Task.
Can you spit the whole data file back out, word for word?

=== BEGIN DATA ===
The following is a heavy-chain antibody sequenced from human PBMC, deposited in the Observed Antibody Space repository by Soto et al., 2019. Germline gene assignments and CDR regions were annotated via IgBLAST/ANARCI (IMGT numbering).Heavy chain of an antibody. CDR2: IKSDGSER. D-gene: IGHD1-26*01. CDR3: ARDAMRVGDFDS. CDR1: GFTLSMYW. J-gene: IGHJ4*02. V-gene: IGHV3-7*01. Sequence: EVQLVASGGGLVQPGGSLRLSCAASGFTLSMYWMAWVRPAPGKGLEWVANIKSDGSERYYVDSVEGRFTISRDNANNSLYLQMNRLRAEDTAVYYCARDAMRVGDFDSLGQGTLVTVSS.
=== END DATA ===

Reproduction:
The following is a heavy-chain antibody sequenced from human PBMC, deposited in the Observed Antibody Space repository by Soto et al., 2019. Germline gene assignments and CDR regions were annotated via IgBLAST/ANARCI (IMGT numbering).Heavy chain of an antibody. CDR2: IKSDGSER. D-gene: IGHD1-26*01. CDR3: ARDAMRVGDFDS. CDR1: GFTLSMYW. J-gene: IGHJ4*02. V-gene: IGHV3-7*01. Sequence: EVQLVASGGGLVQPGGSLRLSCAASGFTLSMYWMAWVRPAPGKGLEWVANIKSDGSERYYVDSVEGRFTISRDNANNSLYLQMNRLRAEDTAVYYCARDAMRVGDFDSLGQGTLVTVSS.